Hindi cinema has portrayed infidelity in varying shades, from Andaz to Kabhi Alvida Na Kehna, writes M. L. Dhawan
BY and large, Hindi films stress upon the sanctity of marriage, love and human relationships, reflecting the age-old belief that marriages are made in heaven. However, over the years social customs, mores, traditions and accepted patterns of right or wrong behaviour have undergone many changes.
Since cinema reflects society, our film-makers, too, turned their attention to subjects like infidelity. In his magnum opus Andaaz (1949), Mehboob Khan debunked even platonic relations as socially and morally unacceptable. In the film, Dilip Kumar saved the life of Nargis and in return she employed him as a manager. Dilip misinterprets her platonic feelings towards him for love. When Nargis’s husband (Raj Kapoor) suspects that his wife and Dilip Kumar are having an affair, an embittered Nargis shoots Dilip and is jailed for his murder. The climax was a moralistic indictment of the perils of modernity.
Does first love ever die was a question raised by B. R. Chopra in his family drama Gumrah (1963). The film portrayed the predicament of Mala Sinha who was forced by her family to marry her older brother-in-law (Ashok Kumar) when her sister died. Trouble brews up when her old flame Sunil Dutt strays into her life. Mala Sinha is overcome with guilt. She realises her folly and a happy ending followed.
In Silsila, Amitabh Bachchan gives up his first love, Chandni (Rekha), and marries his dead brother’s betrothed (Jaya Bachchan), who is carrying the latter’s child. The ‘other woman’ raises a storm in the family. Chopra resolved the conflict between the rights of a woman as a wife and the claims of a woman as a beloved by giving an upper hand to the wife. In Basu Chatterjee’s Swami, Shabana Azmi, though married, invites her former lover Vikram to her house. However, she manages to overcome her infatuation slowly.
Mahesh Bhatt’s Arth was an unusually sensitive film on infidelity and domestic violence. Here Pooja (Shabana Azmi) walks out from a soured marriage on learning that her husband, a film-maker (Kulbhushan Kharbanda), is involved with an actress (Smita Patil). She shows thereby that a woman holds her self-esteem above everything else. Guilt-ridden, Smita succumbs to schizophrenia and leaves Kharbanda to rue the complications that are of his own making.
In Gulzar’s Ijazat, Naseeruddin Shah loves a whimsical girl, Anuradha Patel, but marries the stable and tranquil Rekha. He wants to have his cake and eat it too and like most men in a similar situation does nothing but look on helplessly until Anuradha is killed in an accident and Rekha marries another man (Shashi Kapoor). The film gave the message that an unfaithful partner often falls between two stools.
In B. R. Chopra’s Pati Patni Aur Woh, Sanjeev Kumar plays the husband with a roving eye for pretty secretaries and is not above telling lies about his "paraplegic" wife. By the end of the film, he pays dearly for his philandering behaviour. In Shekhar Kapoor’s Masoom, the domestic bliss of a wife, Shabana Azmi, is clouded by the arrival of a child, Jugal Hansraj, who is her husband’s (Naseeruddin Shah) illegitimate son. Shah had a fling with a terminally ill woman (Supriya Pathak). It was a tough task for the erring husband to convince a recalcitrant and hurt wife to forgive him and accept his son.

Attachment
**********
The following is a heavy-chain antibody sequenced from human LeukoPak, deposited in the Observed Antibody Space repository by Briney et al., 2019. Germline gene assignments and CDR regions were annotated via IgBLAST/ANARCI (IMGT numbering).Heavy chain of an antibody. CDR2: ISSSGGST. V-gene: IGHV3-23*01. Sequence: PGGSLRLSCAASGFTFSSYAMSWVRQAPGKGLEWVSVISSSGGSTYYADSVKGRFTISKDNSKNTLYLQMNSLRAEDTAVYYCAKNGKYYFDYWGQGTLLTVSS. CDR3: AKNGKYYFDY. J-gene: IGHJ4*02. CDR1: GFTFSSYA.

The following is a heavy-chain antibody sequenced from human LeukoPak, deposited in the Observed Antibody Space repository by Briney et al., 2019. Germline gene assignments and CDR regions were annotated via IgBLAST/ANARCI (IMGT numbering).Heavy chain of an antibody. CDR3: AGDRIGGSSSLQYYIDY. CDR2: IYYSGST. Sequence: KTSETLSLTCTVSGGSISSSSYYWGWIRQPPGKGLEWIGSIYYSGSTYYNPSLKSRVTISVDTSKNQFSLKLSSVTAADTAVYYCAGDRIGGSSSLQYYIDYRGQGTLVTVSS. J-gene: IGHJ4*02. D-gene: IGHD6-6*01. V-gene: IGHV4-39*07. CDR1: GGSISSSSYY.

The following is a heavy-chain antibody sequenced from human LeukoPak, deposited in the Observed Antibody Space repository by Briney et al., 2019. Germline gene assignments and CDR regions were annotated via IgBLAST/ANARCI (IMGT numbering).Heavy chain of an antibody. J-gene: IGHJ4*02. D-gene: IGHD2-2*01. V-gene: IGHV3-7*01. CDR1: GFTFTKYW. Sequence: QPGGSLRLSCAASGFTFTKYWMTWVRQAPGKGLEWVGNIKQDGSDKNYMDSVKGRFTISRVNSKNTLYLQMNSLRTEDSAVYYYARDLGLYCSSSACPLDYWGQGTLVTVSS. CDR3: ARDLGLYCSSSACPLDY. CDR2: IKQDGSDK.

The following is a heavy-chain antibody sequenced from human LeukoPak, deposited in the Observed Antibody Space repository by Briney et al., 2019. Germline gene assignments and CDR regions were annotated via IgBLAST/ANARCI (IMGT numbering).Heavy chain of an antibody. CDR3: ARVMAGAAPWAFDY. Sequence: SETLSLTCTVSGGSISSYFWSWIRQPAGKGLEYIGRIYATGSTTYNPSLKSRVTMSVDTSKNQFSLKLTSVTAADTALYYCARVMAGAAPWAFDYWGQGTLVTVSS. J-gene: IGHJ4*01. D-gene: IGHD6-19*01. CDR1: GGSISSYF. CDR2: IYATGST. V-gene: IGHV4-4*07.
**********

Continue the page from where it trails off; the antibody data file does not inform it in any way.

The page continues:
It is not only the man who strays from the code, sometimes even a woman slips, compelled by circumstances. In Agnisakshi, Madhu (Manisha Koirala) assumes that her tyrannical and hotheaded husband Vishvanath (Nana Patekar) has died in a car accident. She leaves Mauritius for Mumbai and marries Suraj (Jackie Shroff) without revealing to him her past. Her newfound happiness is short lived as Vishvanath follows her to Mumbai and claims her back from her second husband.
In Mahesh Manjrekar’s Astitva, the predicaments of Aditi (Tabu) are explored painstakingly. Her husband discovers after 20 years of their marriage that his wife had a sexual relationship with a tutor in his absence. This led to the birth of an offspring whom the husband believed to be his own. Protesting over the way she had been humiliated for a "one-time" omission, Tabu left home and acquired an identity of her own beyond that of just being a daughter, mother and a wife.
Dev Anand’s Guide explored a woman’s choices when confined to an unhappy marriage. The story revolved around a beautiful girl Rosie (Waheeda Rehman) whose mother, a dancer-courtesan, forced her into an unhappy but ‘decent’ marriage with a dry and crabby archaeologist (Kishore Sahu) to save her from a fate similar to her own. When Rosie meets a charming guide Raju (Dev Anand), she leaves her nagging husband and starts living with the former. Once standing in a cave she cries out, "Marco, main jeena chahati hoon". She voices the anguish of suppressed women languishing in bad marriages.
Basu Bhattacharya’s Aastha highlighted how consumerism can affect moral values. In this film, the lady of the house Rekha sells her body to augment her principled husband’s (Om Puri) inadequate income. In Raj Kanwar’s Judaai, the materialistic wife (Sridevi) coaxes hubby Anil Kapoor into marrying Urmila Matondkar for money.
In Anuraj Basu’s Murder, sizzling Mallika Sherawat is seduced by her former lover Emraan Hashmi in Bangkok where her indifferent husband is lost in the thoughts of his last wife who is her elder sister. By the time remorse surfaces, it is too late and a murder has been committed.
Bewildered and alarmed at the way marriages in modern society are breaking up, the young film-maker Karan Johar in Kabhi Alvida Naa Kehna offers fresh insights into problems of straying couples. Instead of crafting a morally and socially acceptable solution, the film suggests that if things are not working out smoothly and a couple wants to move away from each other, it is better if they do so with dignity.